High and Low Pass Filters.Recall that a low pass filter is one that removed the fine details from an image (or, really, any signal), whereas a high pass filter only retails the fine details, and gets rid of the coarse details from an image. Thus, using Gaussian blurring as described above, implement high_pass and low_pass functions.

Hybrid Images. A hybrid image is the sum of a low-pass filtered version of the one image and a high-pass filtered version of a second image. There is a free parameter, which can be tuned for each image pair, which controls how much high frequency to remove from the first image and how much low frequency to leave in the second image. This is called the "cutoff-frequency". In the paper it is suggested to use two cutoff frequencies (one tuned for each image) and you are free to try that, as well. In the starter code, the cutoff frequency is controlled by changing the standard deviation (sigma) of the Gausian filter used in constructing the hybrid images. We provide you with the code for creating a hybrid image, using the functions described above.

Forbidden functions. For just this assignment, you are forbidden from using any Numpy, Scipy, OpenCV, or other preimplemented functions for filtering. You are allowed to use basic matrix operations like np.shape, np.zeros, and np.transpose. This limitation will be lifted in future assignments, but for now, you should use for loops or Numpy vectorization to apply a kernel to each pixel in the image. The bulk of your code will be in cross_correlation_2d, and gaussian_blur_kernel_2d with the other functions using these functions either directly or through one of the other functions you implement.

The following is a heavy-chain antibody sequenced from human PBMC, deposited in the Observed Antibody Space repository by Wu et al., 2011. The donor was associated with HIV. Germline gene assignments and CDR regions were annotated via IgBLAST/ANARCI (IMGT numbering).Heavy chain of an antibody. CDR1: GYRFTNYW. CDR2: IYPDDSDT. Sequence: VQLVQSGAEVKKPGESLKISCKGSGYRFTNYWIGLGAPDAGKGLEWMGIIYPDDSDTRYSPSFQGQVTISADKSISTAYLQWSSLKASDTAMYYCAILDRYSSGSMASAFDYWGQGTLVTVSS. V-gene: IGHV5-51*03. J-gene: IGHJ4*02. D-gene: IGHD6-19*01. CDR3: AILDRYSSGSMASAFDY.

We have provided a GUI in, to help you debug your image filtering algorithm. To see a pre-labeled version of the sample images run:

python -t resources/sample-correspondance.json -c resources/sample-config.json

We provide you with a pair of images that need to be aligned using the GUI. The code for alignment uses an affine transform to map the eyes to eyes and nose to nose, etc. as you specify on the UI. We encourage you to create additional examples (e.g. change of expression, morph between different objects, change over time, etc.). See the hybrid images project page for some inspiration. The project page also contains materials from their Siggraph presentation.

For the example shown at the top of the page, the two original images look like this:

The low-pass (blurred) and high-pass versions of these images look like this:

Adding the high and low frequencies together gives you the image at the top of this page. If you're having trouble seeing the multiple interpretations of the image, a useful way to visualize the effect is by progressively downsampling the hybrid image as is done below:



Python and Numpy Tutorials

We will use python programming language for all assignments in this course. In particular, we will use Numpy for scientific computing. If you are not farmilar with python and numpy, the following websites provide very good tutorials for them. If you have any questions related to python and numpy, please go to TA office hour or post questions on Piazza.


Assignment based on versions developed by James Hays and Derek Hoiem.